When he vis­ited the pool mid-con­struc­tion in 2015, the im­men­sity of the project ter­ri­fied him. “I was in shock for half a day,” Slater says. “I al­most couldn’t talk.” What had he got­ten him­self into? But once he tested the wave, it felt as if they had bot­tled light­ning. Slater and his in­vestors con­sid­ered var­i­ous busi­ness mod­els. His tech­nol­ogy gen­er­ated fewer waves of higher qual­ity than ex­ist­ing pub­lic pools, but the hydr foil could also be di­aled down to pro­duce friendlier waves bet­ter suited for a wealthy begin­ner. In­stead of charg­ing by the hour, the Kelly Slater Wave Com­pany be­gan ex­plor­ing a pri­vate-mem­ber­ship model sim­i­lar to that

of a lux­ury golf com­mu­nity in which an ar­ti­fi­cial wave pool serves as the cen­tre­piece of a new de­vel­op­ment.

Michael Sch­wab isn’t the only deep-pock­eted in­vestor en­am­oured with surf­ing. For the past few years, the WSL has poured un­heard-of amounts into the sport. (The or­gan­i­sa­tion doesn’t re­lease its fi­nances and wouldn’t com­ment for this story, but some in­dus­try in­sid­ers es­ti­mate more than $40m (£29.5m) a year.) The WSL’s live we­b­casts now fea­ture so­phis­ti­cated cam­er­a­work and lo­ca­tions out of a James Bond film. The bulk of the fund­ing has come from Dirk Ziff, a bil­lion­aire hedge fund man­ager and heir to the Ziff Davis pub­lish­ing for­tune, who served as the WSL’s in­terim CEO last year. Some view Ziff’s in­volve­ment as a hos­tile takeover rather than an act of phi­lan­thropy.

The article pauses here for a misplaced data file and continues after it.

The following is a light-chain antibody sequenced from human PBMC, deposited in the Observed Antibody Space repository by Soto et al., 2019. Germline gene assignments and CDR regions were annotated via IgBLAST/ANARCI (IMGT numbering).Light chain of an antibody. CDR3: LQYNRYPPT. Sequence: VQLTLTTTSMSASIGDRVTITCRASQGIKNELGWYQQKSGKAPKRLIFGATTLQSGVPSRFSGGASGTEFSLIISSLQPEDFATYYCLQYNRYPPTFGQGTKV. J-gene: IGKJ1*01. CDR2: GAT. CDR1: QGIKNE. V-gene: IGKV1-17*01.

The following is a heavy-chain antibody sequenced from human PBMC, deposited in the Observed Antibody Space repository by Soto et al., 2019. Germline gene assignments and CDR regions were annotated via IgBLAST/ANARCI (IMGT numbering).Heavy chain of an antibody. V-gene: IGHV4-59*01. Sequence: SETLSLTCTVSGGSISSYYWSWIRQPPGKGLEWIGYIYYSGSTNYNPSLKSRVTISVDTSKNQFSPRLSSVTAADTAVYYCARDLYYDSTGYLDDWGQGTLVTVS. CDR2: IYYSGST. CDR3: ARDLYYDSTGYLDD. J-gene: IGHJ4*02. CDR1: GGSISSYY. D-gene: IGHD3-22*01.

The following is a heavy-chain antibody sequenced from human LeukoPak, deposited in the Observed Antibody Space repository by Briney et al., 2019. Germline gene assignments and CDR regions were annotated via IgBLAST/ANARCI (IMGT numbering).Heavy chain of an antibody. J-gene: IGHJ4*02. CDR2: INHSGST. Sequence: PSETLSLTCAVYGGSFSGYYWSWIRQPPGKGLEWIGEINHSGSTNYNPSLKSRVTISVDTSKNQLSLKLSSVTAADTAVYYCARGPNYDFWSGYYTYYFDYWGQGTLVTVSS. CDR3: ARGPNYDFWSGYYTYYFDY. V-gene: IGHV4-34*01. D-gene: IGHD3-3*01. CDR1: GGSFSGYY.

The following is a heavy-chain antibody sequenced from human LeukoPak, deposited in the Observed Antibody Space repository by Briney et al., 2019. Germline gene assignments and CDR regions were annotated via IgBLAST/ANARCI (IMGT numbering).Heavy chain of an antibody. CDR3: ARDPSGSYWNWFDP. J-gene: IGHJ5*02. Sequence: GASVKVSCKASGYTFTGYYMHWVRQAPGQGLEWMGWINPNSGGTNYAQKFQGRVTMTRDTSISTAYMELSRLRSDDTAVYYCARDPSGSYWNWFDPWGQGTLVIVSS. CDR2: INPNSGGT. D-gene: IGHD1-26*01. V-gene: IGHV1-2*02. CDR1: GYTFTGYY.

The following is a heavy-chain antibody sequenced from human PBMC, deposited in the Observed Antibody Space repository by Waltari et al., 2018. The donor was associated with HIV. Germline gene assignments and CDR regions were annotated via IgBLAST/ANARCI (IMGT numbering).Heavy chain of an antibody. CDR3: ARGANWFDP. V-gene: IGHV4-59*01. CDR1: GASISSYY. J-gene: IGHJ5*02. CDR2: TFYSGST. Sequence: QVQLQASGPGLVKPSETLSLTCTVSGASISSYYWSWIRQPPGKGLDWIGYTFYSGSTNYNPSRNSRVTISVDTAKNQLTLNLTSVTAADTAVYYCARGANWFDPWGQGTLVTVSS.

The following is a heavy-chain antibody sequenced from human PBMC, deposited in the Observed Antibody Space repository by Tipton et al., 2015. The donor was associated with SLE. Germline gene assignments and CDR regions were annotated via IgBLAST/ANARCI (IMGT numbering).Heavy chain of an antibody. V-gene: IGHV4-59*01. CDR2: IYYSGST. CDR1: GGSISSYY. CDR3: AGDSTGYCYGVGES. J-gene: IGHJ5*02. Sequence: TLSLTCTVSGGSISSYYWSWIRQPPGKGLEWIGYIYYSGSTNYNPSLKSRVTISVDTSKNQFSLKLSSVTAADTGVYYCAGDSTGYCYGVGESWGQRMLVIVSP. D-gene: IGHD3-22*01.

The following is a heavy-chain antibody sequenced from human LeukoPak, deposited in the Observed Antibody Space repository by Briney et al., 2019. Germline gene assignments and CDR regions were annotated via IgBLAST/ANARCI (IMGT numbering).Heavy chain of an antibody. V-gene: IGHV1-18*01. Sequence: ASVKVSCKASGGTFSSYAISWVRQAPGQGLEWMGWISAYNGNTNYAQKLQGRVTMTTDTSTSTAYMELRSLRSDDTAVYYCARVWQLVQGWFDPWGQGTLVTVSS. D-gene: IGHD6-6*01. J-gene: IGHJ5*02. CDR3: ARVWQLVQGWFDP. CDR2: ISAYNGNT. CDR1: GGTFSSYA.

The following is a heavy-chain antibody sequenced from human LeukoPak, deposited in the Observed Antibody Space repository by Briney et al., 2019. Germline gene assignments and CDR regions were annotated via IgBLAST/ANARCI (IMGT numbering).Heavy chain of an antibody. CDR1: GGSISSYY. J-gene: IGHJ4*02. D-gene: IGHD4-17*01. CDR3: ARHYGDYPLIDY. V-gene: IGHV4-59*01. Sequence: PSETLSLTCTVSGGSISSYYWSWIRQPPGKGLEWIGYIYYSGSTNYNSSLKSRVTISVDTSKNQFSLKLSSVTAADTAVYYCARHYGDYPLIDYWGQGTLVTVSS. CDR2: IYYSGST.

For most of its his­tory, the world tour has been funded by ma­jor surf brands, but di­min­ished prof­its have caused them to slash sup­port. With­out Ziff’s in­volve­ment, the tour might have crum­bled. “There was a lot of fear when Dirk came in,” Slater says. “Peo­ple don’t un­der­stand how much he loves surf­ing. He wants to keep the cul­ture in­tact. But it’s a nat­u­ral evo­lu­tion to in­crease the vis­i­bil­ity and reach of the sport.”

Seen through this lens, the WSL’s 2016 ac­qui­si­tion of a ma­jor­ity stake in Kelly Slater Wave Com­pany makes per­fect sense. On 5 and 6 May, the WSL fi­nally opened the Surf Ranch’s gates for a pub­lic com­pe­ti­tion. Tick­ets started at $99 (£73). The event had a fes­ti­val feel, with food and mu­sic and spon­sor­ship from Mich­e­lob. Most surf com­pe­ti­tions fea­ture ath­letes vy­ing against each other in one-on-one heats, as in ten­nis. This one saw five na­tional teams of two women and three men. For the first time, surfers com­peted in iden­ti­cal con­di­tions, the waves ar­riv­ing like clock­work.